Google launches new phones, wireless earbuds, laptops and smart speakers
Image credit: reuters
Google has launched a raft of new devices, including its flagship Pixel 2 smartphone at an event in San Francisco.
The tech giant also announced two new versions of its smart speakers as well as a new laptop, earbuds and a VR headset.
Following last year’s Pixel, Google’s latest flagship smartphone is its attempt to develop its own hardware that can compete alongside the heavy hitters in the industry such as Apple’s iPhone 8 and Samsung’s Galaxy series.
Although last year’s model is rumoured to have only sold around one million devices, a tiny number compared to its rivals, the Pixel represents Google’s ideal of how a smartphone running Android should operate.
The Pixel 2 is available in two variants, with five-inch (Pixel 2) and six-inch screen sizes (Pixel 2 XL), made by HTC and LG respectively.
While it’s no surprise that HTC was involved, considering the deal recently struck between the two companies, LG’s involvement with the Pixel 2 XL possibly stems from its experience creating edge-to-edge displays, which are not present on the smaller Pixel model.
The new Pixel phone, according to Google, has the “best camera of any smartphone” and comes with augmented reality capabilities.
An early review from respected smartphone camera analysts DxOMark would support these claims with their score of 98, higher than any other smartphone released thus far.
The phones are also water-resistant, feature super-fast charging and come with unlimited online photo storage.
The traditional 3.5mm headphone jack is gone, following Apple’s lead after that company removed it from the iPhone 7 last year. Wired headsets can still be connected using an adaptor and a USB-C charging port.
The device can also be squeezed to trigger Google Assistant, the company’s artificially intelligent personal assistant.
Prices for Pixel 2 start at £629.
Google Home Mini and Max
Google also launched both a smaller, cheaper version of its Google Home smart speaker called the Mini and a larger, more expensive version called Max.
Priced at £49, the Google Home Mini is clearly designed to compete against Amazon’s rival product, the Echo Dot. It’s an attempt to bring users into the Google Assistant ecosystem instead of choosing Amazon’s Alexa, at a time when the smart speaker market is still nascent.
The Mini has a voice-match feature that recognises up to six people. The doughnut-shaped device, which is small enough to fit in the palm of a hand, comes in three colours - chalk, charcoal and coral.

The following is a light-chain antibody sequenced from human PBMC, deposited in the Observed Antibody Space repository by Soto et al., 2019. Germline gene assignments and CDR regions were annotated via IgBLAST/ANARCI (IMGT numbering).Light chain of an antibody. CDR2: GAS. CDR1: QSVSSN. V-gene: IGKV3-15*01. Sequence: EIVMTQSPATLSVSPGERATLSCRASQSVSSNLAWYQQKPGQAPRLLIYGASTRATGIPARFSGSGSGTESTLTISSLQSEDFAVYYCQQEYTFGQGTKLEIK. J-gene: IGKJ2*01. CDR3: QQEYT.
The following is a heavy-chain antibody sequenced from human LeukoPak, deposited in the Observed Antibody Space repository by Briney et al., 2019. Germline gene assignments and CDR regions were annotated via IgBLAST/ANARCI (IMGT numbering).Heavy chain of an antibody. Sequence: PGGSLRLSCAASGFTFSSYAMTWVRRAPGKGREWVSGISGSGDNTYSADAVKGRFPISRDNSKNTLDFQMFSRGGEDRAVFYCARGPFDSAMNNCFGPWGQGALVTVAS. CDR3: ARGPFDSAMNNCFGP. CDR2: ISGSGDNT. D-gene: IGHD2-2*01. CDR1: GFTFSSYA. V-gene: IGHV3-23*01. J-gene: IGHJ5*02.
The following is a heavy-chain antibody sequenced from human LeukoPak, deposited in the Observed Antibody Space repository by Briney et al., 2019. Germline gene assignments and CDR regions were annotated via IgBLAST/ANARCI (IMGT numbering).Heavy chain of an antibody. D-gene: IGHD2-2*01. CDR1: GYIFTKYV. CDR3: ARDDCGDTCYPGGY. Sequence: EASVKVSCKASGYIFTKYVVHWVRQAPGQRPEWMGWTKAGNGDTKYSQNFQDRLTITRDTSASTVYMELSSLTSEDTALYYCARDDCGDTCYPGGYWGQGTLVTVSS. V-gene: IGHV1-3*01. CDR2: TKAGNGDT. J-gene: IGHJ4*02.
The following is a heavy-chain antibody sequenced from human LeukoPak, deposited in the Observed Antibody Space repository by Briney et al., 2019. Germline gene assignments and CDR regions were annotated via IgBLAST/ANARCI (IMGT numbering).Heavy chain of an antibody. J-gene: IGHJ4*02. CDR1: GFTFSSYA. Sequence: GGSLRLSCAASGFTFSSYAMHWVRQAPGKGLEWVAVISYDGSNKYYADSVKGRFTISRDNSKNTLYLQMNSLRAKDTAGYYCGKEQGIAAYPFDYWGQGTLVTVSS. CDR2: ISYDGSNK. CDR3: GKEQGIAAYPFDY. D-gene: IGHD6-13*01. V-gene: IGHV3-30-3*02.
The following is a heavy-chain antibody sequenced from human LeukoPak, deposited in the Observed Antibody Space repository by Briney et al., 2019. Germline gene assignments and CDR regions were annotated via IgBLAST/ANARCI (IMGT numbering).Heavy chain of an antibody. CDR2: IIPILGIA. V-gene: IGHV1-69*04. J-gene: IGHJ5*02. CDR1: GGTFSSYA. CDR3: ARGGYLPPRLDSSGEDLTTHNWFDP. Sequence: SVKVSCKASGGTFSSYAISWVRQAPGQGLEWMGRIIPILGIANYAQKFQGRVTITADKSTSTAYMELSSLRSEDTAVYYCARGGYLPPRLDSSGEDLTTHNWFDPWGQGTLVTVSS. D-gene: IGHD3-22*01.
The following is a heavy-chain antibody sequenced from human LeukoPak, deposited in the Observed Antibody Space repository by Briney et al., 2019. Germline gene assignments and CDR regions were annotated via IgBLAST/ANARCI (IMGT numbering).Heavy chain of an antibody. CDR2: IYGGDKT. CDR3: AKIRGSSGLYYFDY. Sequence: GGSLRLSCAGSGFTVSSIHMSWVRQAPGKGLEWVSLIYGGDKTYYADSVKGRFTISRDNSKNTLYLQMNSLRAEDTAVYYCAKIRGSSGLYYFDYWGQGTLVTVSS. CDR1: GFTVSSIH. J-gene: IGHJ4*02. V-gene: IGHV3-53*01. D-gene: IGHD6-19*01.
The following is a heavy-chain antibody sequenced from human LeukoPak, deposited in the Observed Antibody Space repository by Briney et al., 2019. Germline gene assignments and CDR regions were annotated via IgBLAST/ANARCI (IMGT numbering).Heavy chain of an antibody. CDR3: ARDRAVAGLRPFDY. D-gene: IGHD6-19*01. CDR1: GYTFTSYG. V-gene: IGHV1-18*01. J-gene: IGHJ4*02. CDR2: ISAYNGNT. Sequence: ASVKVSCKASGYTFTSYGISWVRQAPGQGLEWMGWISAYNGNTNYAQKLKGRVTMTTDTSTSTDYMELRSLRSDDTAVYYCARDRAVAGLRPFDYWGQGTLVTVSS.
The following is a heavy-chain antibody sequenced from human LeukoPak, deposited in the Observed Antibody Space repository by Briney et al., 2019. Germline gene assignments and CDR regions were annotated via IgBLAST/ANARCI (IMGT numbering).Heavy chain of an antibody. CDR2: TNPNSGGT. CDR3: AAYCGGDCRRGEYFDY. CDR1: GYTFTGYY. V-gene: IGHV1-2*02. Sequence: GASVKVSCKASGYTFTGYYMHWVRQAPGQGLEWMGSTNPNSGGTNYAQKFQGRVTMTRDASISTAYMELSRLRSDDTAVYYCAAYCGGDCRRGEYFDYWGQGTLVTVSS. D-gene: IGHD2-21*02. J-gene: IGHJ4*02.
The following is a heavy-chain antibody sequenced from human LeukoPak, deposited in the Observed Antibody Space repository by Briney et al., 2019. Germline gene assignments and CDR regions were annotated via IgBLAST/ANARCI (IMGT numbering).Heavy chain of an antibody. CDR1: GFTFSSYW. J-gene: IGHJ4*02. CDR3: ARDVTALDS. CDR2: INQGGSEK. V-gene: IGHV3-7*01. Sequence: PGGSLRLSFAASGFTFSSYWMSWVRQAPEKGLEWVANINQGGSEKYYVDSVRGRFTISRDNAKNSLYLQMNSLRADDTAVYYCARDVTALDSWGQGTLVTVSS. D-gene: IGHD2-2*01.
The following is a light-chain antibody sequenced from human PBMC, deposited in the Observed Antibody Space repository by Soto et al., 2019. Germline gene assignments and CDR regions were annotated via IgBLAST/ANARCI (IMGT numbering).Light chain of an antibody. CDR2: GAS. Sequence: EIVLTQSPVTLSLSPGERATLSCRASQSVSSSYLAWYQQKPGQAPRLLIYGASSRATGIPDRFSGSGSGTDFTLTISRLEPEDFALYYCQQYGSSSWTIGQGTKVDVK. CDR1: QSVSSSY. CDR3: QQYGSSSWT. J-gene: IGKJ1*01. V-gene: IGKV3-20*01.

One of its key features, which is set to be rolled out in the next few days, allows the user to search for more than three million recipes and follow step-by-step cooking instructions from the smart speaker.
The Max is Google’s premium-level speaker and is packed with dual 4.5-inch subwoofers and tweeters to deliver bass-heavy music.
Pegged as a competitor to Apple’s HomePod and Sonos, the device will not be available in the UK for the time being, but will retail in the US at $399 (£303).
The £999 premium Pixelbook laptop comes with an aluminium back and a 360-degree hinge that lets users convert it into a tablet by flipping the screen over.
The device is just over 10mm thick, weighs 1.1kg and can get up to two hours of use when charged for 15 minutes.
It is also the firm’s first laptop with a built-in Google Assistant.
The Pixelbook runs Chrome OS and has the capability to run Android apps full-screen on the laptop.
For an extra £99, Pixelbook owners will be able to purchase the new stylus which features high pressure sensitivity and tilt support, allowing users to draw smooth lines and write sentences with “virtually no lag... like a pen on paper.”
Users can also trigger Google Assistant to search for items by simply circling the words or images on the screen.
Google Pixel Buds
Google has followed Apple and ditched the headphone jack in its new devices, instead selling wireless earbuds for a hefty £150.
The Pixel Buds most intriguing feature is their ability to translate speech in real-time using Google Translate.
Users can ask Assistant to “Help me speak [a language]” and then start speaking in their native tongue.
Their words will then be translated to the language of choice and projected through the phone's speakers.
The other party’s reply will then be picked up and played back through the Pixel Buds.
They come with a charging case and go on sale in November.
Lastly, Google introduced a biscuit-sized camera that can be clipped on to clothing.
The device, dubbed Google Clips, uses artificial intelligence and machine learning to recognise faces and look for interesting moments to take photos of.
Google’s senior VP for hardware Rick Osterloh wrote: “Google Clips is a totally new way to capture genuine, spontaneous moments - all powered by machine learning and AI.”
“This tiny camera seamlessly sends clips to your phone and even edits and curates them for you.”